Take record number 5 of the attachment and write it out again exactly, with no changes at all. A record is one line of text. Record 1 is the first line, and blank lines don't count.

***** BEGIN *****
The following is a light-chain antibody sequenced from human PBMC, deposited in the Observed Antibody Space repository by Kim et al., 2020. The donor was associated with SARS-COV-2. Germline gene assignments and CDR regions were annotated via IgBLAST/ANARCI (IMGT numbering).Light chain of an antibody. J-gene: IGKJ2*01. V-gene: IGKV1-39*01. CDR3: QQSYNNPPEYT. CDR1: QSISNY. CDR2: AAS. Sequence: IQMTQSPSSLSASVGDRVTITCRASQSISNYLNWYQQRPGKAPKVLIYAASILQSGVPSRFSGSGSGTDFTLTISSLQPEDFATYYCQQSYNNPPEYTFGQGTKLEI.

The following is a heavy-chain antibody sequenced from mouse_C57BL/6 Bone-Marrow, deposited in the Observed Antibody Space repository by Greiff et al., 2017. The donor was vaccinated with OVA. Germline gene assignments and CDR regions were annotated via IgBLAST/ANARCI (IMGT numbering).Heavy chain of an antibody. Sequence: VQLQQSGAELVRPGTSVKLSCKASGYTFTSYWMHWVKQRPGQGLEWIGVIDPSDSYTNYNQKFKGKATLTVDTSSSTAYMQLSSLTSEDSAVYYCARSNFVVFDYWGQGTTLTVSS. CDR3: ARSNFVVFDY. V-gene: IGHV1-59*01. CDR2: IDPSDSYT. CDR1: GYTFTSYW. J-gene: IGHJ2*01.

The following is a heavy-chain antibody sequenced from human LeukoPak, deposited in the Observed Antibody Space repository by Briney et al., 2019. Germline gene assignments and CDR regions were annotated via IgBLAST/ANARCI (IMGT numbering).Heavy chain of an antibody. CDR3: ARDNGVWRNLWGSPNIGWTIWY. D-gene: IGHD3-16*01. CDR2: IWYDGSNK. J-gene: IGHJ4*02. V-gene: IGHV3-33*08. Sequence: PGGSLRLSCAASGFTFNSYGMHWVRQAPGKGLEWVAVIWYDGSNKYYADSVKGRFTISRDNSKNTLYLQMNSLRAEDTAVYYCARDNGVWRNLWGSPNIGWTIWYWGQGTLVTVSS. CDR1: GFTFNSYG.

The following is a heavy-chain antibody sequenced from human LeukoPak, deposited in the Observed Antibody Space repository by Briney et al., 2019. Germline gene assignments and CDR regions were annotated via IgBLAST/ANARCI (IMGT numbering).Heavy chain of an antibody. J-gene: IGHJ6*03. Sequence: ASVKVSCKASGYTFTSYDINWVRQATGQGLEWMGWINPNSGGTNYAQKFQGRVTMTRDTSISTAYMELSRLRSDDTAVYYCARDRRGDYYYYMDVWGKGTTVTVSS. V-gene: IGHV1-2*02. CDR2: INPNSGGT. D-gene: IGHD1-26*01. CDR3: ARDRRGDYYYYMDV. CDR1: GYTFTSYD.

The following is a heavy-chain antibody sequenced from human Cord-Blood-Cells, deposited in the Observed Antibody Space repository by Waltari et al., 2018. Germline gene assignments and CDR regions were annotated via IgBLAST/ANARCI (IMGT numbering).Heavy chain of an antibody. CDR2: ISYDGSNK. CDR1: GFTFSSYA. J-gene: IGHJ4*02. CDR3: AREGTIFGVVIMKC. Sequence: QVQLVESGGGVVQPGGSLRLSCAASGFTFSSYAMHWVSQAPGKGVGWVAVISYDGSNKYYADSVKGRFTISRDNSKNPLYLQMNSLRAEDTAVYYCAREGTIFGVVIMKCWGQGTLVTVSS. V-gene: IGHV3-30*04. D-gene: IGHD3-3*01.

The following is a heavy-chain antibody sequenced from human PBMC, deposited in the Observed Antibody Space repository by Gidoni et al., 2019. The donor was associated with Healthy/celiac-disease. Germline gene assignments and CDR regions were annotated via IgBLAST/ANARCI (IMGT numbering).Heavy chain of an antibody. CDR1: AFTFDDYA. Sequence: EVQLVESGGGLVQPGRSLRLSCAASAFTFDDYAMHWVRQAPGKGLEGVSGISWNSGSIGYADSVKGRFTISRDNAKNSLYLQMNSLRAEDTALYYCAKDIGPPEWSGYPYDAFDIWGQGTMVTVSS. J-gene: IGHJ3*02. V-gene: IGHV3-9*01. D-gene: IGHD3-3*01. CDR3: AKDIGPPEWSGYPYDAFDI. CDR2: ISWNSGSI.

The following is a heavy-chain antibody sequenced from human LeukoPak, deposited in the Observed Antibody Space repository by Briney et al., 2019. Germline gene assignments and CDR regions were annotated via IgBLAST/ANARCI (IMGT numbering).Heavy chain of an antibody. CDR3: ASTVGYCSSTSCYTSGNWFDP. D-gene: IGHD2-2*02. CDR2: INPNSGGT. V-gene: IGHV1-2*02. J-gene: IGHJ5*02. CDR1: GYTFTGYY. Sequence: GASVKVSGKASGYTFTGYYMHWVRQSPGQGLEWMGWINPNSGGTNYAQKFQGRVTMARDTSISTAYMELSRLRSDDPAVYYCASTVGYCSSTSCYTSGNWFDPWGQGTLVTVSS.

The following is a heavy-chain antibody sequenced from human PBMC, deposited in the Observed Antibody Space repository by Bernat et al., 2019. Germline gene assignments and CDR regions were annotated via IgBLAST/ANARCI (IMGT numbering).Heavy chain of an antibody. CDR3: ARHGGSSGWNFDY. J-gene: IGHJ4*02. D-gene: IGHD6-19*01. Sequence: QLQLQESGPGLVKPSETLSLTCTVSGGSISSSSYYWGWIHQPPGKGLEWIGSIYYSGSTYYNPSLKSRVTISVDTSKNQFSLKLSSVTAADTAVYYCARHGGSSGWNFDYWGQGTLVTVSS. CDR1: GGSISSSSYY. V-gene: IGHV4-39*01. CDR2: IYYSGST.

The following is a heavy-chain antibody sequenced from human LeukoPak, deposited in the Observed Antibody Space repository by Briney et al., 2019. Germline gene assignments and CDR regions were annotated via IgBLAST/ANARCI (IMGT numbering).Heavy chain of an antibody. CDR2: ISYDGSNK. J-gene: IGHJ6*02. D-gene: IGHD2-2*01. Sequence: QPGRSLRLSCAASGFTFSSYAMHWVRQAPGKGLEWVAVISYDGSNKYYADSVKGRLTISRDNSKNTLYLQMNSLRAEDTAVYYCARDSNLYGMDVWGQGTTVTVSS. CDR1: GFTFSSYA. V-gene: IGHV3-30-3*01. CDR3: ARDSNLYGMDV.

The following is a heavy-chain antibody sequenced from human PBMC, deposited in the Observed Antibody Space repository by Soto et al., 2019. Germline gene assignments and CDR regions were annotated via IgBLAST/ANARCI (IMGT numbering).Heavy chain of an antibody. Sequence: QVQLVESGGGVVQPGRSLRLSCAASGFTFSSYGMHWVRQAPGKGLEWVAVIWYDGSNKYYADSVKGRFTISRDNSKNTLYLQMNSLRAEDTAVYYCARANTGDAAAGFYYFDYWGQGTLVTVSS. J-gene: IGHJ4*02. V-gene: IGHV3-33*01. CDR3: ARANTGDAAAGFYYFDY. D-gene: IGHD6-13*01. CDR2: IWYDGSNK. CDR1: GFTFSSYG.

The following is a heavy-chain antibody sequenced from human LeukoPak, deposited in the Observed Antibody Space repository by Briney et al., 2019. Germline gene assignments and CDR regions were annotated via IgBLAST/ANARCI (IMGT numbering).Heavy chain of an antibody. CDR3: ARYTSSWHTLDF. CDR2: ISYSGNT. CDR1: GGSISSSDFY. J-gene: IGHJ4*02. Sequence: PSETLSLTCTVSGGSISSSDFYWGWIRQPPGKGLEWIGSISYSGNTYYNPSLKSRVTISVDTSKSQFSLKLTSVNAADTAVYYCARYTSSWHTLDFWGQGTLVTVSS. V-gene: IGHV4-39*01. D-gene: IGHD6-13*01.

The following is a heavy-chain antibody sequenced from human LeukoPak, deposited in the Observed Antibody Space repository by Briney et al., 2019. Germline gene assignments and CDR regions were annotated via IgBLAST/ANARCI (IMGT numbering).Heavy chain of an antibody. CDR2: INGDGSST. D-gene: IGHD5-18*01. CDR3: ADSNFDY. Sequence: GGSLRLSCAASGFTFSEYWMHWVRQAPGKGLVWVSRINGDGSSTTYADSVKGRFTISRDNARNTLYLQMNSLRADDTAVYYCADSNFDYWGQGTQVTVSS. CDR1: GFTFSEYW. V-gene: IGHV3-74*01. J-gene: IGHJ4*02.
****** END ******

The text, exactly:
The following is a heavy-chain antibody sequenced from human Cord-Blood-Cells, deposited in the Observed Antibody Space repository by Waltari et al., 2018. Germline gene assignments and CDR regions were annotated via IgBLAST/ANARCI (IMGT numbering).Heavy chain of an antibody. CDR2: ISYDGSNK. CDR1: GFTFSSYA. J-gene: IGHJ4*02. CDR3: AREGTIFGVVIMKC. Sequence: QVQLVESGGGVVQPGGSLRLSCAASGFTFSSYAMHWVSQAPGKGVGWVAVISYDGSNKYYADSVKGRFTISRDNSKNPLYLQMNSLRAEDTAVYYCAREGTIFGVVIMKCWGQGTLVTVSS. V-gene: IGHV3-30*04. D-gene: IGHD3-3*01.